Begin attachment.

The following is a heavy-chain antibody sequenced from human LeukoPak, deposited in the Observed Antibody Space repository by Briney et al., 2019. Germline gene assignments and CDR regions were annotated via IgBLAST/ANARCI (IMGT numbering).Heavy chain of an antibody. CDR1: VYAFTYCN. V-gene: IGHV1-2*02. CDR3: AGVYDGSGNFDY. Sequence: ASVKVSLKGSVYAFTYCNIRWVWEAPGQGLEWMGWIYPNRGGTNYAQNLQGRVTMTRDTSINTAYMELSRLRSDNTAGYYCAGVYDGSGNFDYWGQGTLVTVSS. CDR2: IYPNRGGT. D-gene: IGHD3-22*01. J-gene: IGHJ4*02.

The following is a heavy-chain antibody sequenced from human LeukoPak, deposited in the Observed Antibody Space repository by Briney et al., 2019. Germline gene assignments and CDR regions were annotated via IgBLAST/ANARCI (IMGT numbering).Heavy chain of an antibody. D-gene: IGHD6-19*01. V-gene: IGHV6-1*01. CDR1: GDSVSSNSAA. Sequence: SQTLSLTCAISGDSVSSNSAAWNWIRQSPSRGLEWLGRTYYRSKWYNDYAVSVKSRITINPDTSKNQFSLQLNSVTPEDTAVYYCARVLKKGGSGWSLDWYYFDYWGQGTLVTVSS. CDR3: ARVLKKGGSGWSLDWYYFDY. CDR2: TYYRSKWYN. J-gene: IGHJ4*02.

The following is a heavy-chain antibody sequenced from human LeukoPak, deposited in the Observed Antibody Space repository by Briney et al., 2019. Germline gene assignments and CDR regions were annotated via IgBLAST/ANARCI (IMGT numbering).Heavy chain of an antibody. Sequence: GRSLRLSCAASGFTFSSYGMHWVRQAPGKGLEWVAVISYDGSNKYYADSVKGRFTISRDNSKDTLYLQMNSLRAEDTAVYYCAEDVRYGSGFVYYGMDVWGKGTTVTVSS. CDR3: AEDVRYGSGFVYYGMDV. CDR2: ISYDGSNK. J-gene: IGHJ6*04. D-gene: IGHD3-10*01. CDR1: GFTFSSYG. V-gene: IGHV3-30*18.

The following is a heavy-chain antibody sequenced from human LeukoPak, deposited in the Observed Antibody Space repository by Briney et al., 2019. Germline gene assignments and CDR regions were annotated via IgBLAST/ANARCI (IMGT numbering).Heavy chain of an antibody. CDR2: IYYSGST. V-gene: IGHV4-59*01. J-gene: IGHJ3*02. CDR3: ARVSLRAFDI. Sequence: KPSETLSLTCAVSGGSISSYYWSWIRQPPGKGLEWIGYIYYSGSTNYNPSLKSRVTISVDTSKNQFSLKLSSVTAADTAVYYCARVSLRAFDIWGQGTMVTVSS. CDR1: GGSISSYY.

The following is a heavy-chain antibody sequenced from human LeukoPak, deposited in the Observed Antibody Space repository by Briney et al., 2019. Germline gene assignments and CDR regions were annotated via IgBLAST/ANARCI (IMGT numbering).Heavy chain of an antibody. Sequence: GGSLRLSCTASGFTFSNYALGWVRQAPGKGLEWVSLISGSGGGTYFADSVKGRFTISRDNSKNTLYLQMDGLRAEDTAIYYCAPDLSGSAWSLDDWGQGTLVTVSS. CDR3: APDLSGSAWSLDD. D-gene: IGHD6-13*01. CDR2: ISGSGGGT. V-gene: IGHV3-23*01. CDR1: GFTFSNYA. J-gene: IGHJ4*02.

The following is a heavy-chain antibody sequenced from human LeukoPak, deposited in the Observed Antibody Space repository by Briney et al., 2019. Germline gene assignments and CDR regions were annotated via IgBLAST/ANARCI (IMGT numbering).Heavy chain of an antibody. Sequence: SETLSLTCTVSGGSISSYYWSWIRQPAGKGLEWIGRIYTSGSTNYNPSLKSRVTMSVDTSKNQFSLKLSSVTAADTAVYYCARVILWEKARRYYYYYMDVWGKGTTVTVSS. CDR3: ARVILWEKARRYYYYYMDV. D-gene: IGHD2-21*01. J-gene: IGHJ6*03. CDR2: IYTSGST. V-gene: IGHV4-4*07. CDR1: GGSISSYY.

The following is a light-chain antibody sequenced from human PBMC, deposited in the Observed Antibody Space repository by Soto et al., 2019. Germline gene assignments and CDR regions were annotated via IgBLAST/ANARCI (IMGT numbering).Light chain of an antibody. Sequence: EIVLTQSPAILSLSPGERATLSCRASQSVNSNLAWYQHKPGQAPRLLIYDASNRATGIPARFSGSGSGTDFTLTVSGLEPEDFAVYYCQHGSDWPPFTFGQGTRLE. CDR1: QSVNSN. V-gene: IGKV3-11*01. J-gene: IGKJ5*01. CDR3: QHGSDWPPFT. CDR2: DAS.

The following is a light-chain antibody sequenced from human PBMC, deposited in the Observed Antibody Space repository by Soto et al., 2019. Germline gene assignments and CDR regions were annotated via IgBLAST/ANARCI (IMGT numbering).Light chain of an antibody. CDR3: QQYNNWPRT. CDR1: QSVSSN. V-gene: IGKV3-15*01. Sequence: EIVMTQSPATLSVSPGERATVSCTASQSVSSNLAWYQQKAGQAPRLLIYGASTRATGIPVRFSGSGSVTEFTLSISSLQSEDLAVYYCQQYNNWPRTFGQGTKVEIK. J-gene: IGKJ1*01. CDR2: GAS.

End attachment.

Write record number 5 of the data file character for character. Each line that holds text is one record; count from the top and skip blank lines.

The following is a heavy-chain antibody sequenced from human LeukoPak, deposited in the Observed Antibody Space repository by Briney et al., 2019. Germline gene assignments and CDR regions were annotated via IgBLAST/ANARCI (IMGT numbering).Heavy chain of an antibody. Sequence: GGSLRLSCTASGFTFSNYALGWVRQAPGKGLEWVSLISGSGGGTYFADSVKGRFTISRDNSKNTLYLQMDGLRAEDTAIYYCAPDLSGSAWSLDDWGQGTLVTVSS. CDR3: APDLSGSAWSLDD. D-gene: IGHD6-13*01. CDR2: ISGSGGGT. V-gene: IGHV3-23*01. CDR1: GFTFSNYA. J-gene: IGHJ4*02.